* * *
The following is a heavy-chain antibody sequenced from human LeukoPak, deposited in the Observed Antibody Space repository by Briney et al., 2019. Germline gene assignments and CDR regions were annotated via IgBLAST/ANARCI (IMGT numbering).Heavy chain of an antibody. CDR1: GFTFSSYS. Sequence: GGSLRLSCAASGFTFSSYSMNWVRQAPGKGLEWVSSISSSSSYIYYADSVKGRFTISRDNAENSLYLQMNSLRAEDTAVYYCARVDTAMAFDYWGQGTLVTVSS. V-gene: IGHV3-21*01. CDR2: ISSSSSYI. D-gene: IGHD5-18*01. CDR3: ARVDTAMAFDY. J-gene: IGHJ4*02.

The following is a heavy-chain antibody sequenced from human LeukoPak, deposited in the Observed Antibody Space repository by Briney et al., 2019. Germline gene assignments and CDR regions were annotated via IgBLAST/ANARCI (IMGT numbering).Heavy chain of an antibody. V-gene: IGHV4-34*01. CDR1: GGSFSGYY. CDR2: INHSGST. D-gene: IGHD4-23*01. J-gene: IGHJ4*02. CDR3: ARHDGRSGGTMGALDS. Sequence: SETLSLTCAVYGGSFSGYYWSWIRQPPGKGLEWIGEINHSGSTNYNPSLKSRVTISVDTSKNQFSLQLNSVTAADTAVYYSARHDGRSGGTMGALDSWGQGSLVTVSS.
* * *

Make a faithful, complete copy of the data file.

The following is a heavy-chain antibody sequenced from human LeukoPak, deposited in the Observed Antibody Space repository by Briney et al., 2019. Germline gene assignments and CDR regions were annotated via IgBLAST/ANARCI (IMGT numbering).Heavy chain of an antibody. CDR1: GFTFSSYS. Sequence: GGSLRLSCAASGFTFSSYSMNWVRQAPGKGLEWVSSISSSSSYIYYADSVKGRFTISRDNAENSLYLQMNSLRAEDTAVYYCARVDTAMAFDYWGQGTLVTVSS. V-gene: IGHV3-21*01. CDR2: ISSSSSYI. D-gene: IGHD5-18*01. CDR3: ARVDTAMAFDY. J-gene: IGHJ4*02.

The following is a heavy-chain antibody sequenced from human LeukoPak, deposited in the Observed Antibody Space repository by Briney et al., 2019. Germline gene assignments and CDR regions were annotated via IgBLAST/ANARCI (IMGT numbering).Heavy chain of an antibody. V-gene: IGHV4-34*01. CDR1: GGSFSGYY. CDR2: INHSGST. D-gene: IGHD4-23*01. J-gene: IGHJ4*02. CDR3: ARHDGRSGGTMGALDS. Sequence: SETLSLTCAVYGGSFSGYYWSWIRQPPGKGLEWIGEINHSGSTNYNPSLKSRVTISVDTSKNQFSLQLNSVTAADTAVYYSARHDGRSGGTMGALDSWGQGSLVTVSS.